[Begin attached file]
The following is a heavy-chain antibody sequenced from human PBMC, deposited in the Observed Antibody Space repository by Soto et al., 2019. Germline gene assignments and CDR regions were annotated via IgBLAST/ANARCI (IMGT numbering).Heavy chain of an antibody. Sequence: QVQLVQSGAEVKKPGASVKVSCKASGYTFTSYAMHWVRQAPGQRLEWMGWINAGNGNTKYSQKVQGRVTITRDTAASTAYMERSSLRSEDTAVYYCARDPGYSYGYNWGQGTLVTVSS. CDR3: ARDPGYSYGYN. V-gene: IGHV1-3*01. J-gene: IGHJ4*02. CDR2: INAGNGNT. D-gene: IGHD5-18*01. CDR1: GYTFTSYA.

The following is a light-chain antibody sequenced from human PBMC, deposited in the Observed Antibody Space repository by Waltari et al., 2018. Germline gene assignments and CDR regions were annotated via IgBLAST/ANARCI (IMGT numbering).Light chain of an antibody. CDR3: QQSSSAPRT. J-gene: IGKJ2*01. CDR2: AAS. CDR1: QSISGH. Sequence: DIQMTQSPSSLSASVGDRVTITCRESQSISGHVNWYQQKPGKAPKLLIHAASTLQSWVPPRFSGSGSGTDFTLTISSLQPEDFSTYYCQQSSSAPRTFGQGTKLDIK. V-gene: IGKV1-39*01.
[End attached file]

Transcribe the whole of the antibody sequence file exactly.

The following is a heavy-chain antibody sequenced from human PBMC, deposited in the Observed Antibody Space repository by Soto et al., 2019. Germline gene assignments and CDR regions were annotated via IgBLAST/ANARCI (IMGT numbering).Heavy chain of an antibody. Sequence: QVQLVQSGAEVKKPGASVKVSCKASGYTFTSYAMHWVRQAPGQRLEWMGWINAGNGNTKYSQKVQGRVTITRDTAASTAYMERSSLRSEDTAVYYCARDPGYSYGYNWGQGTLVTVSS. CDR3: ARDPGYSYGYN. V-gene: IGHV1-3*01. J-gene: IGHJ4*02. CDR2: INAGNGNT. D-gene: IGHD5-18*01. CDR1: GYTFTSYA.

The following is a light-chain antibody sequenced from human PBMC, deposited in the Observed Antibody Space repository by Waltari et al., 2018. Germline gene assignments and CDR regions were annotated via IgBLAST/ANARCI (IMGT numbering).Light chain of an antibody. CDR3: QQSSSAPRT. J-gene: IGKJ2*01. CDR2: AAS. CDR1: QSISGH. Sequence: DIQMTQSPSSLSASVGDRVTITCRESQSISGHVNWYQQKPGKAPKLLIHAASTLQSWVPPRFSGSGSGTDFTLTISSLQPEDFSTYYCQQSSSAPRTFGQGTKLDIK. V-gene: IGKV1-39*01.